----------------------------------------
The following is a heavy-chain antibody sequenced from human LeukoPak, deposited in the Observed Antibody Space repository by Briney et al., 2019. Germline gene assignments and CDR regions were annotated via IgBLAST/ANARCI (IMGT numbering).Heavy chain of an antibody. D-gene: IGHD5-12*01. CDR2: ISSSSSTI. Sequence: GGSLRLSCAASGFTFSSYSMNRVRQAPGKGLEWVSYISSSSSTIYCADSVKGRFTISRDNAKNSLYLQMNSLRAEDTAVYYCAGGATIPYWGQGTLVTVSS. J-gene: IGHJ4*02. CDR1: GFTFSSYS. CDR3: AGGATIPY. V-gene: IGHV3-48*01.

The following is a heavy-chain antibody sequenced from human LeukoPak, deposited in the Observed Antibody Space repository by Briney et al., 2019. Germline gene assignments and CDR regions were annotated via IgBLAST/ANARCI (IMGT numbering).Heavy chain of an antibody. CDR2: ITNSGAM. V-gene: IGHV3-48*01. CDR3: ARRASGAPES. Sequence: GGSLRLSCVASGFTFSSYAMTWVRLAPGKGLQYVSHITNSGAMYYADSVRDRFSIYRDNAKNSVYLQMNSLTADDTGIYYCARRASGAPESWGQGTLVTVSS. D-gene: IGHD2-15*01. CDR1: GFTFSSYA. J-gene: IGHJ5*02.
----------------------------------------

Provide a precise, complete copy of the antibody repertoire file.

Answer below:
The following is a heavy-chain antibody sequenced from human LeukoPak, deposited in the Observed Antibody Space repository by Briney et al., 2019. Germline gene assignments and CDR regions were annotated via IgBLAST/ANARCI (IMGT numbering).Heavy chain of an antibody. D-gene: IGHD5-12*01. CDR2: ISSSSSTI. Sequence: GGSLRLSCAASGFTFSSYSMNRVRQAPGKGLEWVSYISSSSSTIYCADSVKGRFTISRDNAKNSLYLQMNSLRAEDTAVYYCAGGATIPYWGQGTLVTVSS. J-gene: IGHJ4*02. CDR1: GFTFSSYS. CDR3: AGGATIPY. V-gene: IGHV3-48*01.

The following is a heavy-chain antibody sequenced from human LeukoPak, deposited in the Observed Antibody Space repository by Briney et al., 2019. Germline gene assignments and CDR regions were annotated via IgBLAST/ANARCI (IMGT numbering).Heavy chain of an antibody. CDR2: ITNSGAM. V-gene: IGHV3-48*01. CDR3: ARRASGAPES. Sequence: GGSLRLSCVASGFTFSSYAMTWVRLAPGKGLQYVSHITNSGAMYYADSVRDRFSIYRDNAKNSVYLQMNSLTADDTGIYYCARRASGAPESWGQGTLVTVSS. D-gene: IGHD2-15*01. CDR1: GFTFSSYA. J-gene: IGHJ5*02.